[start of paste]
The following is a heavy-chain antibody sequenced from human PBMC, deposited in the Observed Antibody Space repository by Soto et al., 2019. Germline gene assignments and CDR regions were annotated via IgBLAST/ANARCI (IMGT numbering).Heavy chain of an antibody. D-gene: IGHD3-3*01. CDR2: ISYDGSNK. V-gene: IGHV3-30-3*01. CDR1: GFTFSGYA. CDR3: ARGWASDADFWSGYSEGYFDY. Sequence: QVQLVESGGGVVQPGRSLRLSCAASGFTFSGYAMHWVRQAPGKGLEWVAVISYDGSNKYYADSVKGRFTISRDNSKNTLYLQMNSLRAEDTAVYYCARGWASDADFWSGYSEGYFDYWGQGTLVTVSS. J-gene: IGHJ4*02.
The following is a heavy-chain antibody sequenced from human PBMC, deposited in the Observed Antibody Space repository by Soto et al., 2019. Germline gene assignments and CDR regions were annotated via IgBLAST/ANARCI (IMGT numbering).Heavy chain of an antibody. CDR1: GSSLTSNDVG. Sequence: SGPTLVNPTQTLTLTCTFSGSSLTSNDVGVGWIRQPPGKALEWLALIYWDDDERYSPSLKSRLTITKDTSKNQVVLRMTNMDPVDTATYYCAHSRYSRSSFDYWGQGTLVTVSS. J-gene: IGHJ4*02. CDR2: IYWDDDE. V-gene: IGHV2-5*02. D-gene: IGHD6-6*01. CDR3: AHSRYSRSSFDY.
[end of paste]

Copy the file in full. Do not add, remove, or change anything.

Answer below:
The following is a heavy-chain antibody sequenced from human PBMC, deposited in the Observed Antibody Space repository by Soto et al., 2019. Germline gene assignments and CDR regions were annotated via IgBLAST/ANARCI (IMGT numbering).Heavy chain of an antibody. D-gene: IGHD3-3*01. CDR2: ISYDGSNK. V-gene: IGHV3-30-3*01. CDR1: GFTFSGYA. CDR3: ARGWASDADFWSGYSEGYFDY. Sequence: QVQLVESGGGVVQPGRSLRLSCAASGFTFSGYAMHWVRQAPGKGLEWVAVISYDGSNKYYADSVKGRFTISRDNSKNTLYLQMNSLRAEDTAVYYCARGWASDADFWSGYSEGYFDYWGQGTLVTVSS. J-gene: IGHJ4*02.
The following is a heavy-chain antibody sequenced from human PBMC, deposited in the Observed Antibody Space repository by Soto et al., 2019. Germline gene assignments and CDR regions were annotated via IgBLAST/ANARCI (IMGT numbering).Heavy chain of an antibody. CDR1: GSSLTSNDVG. Sequence: SGPTLVNPTQTLTLTCTFSGSSLTSNDVGVGWIRQPPGKALEWLALIYWDDDERYSPSLKSRLTITKDTSKNQVVLRMTNMDPVDTATYYCAHSRYSRSSFDYWGQGTLVTVSS. J-gene: IGHJ4*02. CDR2: IYWDDDE. V-gene: IGHV2-5*02. D-gene: IGHD6-6*01. CDR3: AHSRYSRSSFDY.